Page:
Posts Tagged 'historical fiction'

Bluffton by Matt Phelan

Bluffton. By Matt Phelan. Candlewick Press, 2013. 240 pages. $22.99

Summer in Bluffton…. On the shores of Lake Michigan in the early 1900’s,  a community of vaudeville performers summers near Muskegon Michigan. Notable is the Keaton family, including young Buster. Henry Harrison much prefers playing baseball and swimming with these transient members of the community to helping out in his father’s store. The friends grow up and move on… but Henry will have the memories of these Bluffton summers. Matt Phelan takes a little known story about a little known town and brings both alive. Using watercolor panels, Phelan seems to innately know what the scene calls for in order to evoke an emotional response from the reader. The dialogue is sparse with his artwork often carrying the storyline for a series of pages. The palette of summer colors is as refreshing as a dip in Lake Michigan. This book, like Phelan’s award winning Storm in the Barn is a perfect entre to the graphic novel genre. It’s time to summer in Bluffton! For readers and artists in grades 4 and up.

Authors Galore

Its been a week filled with writers and discussions of writing! Thanks to my friends at The Book Stall in Winnetka, IL, Clare Vanderpool came to speak to the 4th and 5th graders at my school. Ms. Vanderpool was promoting her recently released book, Navigating Early.

Navigating Early is the quest of two boys, Early Auden and Jack Baker. The boys don’t quite fit in at their Maine boarding school and when a school holiday leaves them to fend for themselves, they set off on the Appalachian Trail to discover the great black bear. A second, parallel, quest is featured in the book. Early, being a math wiz, has created a story of pi. Not the number, per se, but of Polaris, nicknamed Pi. Vanderpool’s ability to weave the two narratives into a cohesive whole is nothing short of masterful. I was spellbound by her practice of the craft — multiple story lines and nuanced characters brought to like with beautiful descriptions and authentic dialogue. It doesn’t get any better than Navigating Early.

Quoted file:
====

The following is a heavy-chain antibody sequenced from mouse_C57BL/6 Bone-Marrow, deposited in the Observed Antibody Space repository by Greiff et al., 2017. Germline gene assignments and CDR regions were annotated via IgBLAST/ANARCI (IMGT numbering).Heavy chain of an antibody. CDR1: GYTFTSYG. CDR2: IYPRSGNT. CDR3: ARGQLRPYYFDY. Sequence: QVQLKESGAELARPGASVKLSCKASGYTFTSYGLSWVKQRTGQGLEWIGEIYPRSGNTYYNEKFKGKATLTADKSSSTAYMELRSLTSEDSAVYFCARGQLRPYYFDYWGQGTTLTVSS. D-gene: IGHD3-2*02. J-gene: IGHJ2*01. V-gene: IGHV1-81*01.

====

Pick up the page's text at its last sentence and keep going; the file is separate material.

Several weeks ago, I reviewed Todd Hasak-Lowy’s novel 33 Minutes. The launch party was held on the weekend at The Book Stall. I wanted to meet Mr. Hasak-Lowy. There were references in the book to locations that I was sure I knew from my high school years in Farmington Hills, MI. Sure enough, Todd graduated from the same high school I attended. Comparing notes on his setting was great fun!  The reasons I liked 33 Minutes still hold and I enjoyed hearing Todd describe the writing process for the novel. Using such a narrow time frame to tell the story is not all that common, maybe even unique.

I enjoyed the week immersed in books and talk of writing. Thank goodness for the lingering warm feelings it created as we settle in for a cold week here in the Chicago area.

 

 

Mira’s Diary: Lost in Paris by Marissa Moss

Mira’s Diary: Lost in Paris. By Marissa Moss. Sourcebooks, Inc., 2012. 224 pages. $12.99
A missing mother. An unusual postcard. A trip to Paris. A gargoyle. Due to an unlikely chain of events, Mira time travels to Paris in the late 1800’s and become embroiled in the Dreyfus Affair. Believing she is on a mission to influence the course of history, Mira meets prominent artists and writers of the time including Edgar Degas, Mary Cassett, and Emile Zola. As Mira time travels between Paris of past and present she catches glimpses of her mother providing an incentive for her to complete her task countering anti-Semitism. While Mira is a delightful and engaging heroine, readers need considerable background knowledge to understand the Dreyfus affair, anti-Semitism, and the world of the Impressionist artists. The frequency of Mira’s time travels should rack-up frequent flyer miles and, at times, makes the plot difficult to follow. An author’s note provides much needed historical context and even then might be beyond the reach of the younger readers targeted by the publisher. Suitable for 5th to 7th grade readers.

The Boxcar Children Beginning by Patricia MacLachlan

The Boxcar Children Beginning. By Patricia MacLachlan. Albert Whitman & Company, 2012. 144 pages. $16.99

Newbery Medal Winner Patricia MacLachlan presents an intriguing back story for the invincible Boxcar Children; Henry, Jessie, Violet, and Benny Alden. The children enjoy life with their parents at Fair Meadow Farm removed from the dire economic conditions of the Depression. Eventually, though, that changes and the Clark’s including children, Meg and William, and family dog, Joe, stay with the Alden’s after being stranded near the farm. The two families bond and there are many long faces and tears when the Clarks resume their journey after Mr. Clark repairs their car. The Clark’s were only the first of a series of out-of-work families who stay with the generous Alden’s at Fair Meadow. Then tragedy strikes and the scene is set for the long popular Boxcar Children series. MacLachlan’s story is believable up to a point. The children’s transition from happy family to kids-on-the-road is abrupt and seemingly devoid of emotion. Having said that, young readers will enjoy reading about the Alden’s life before the mysteries. Suitable for 2nd to 5th grade readers.


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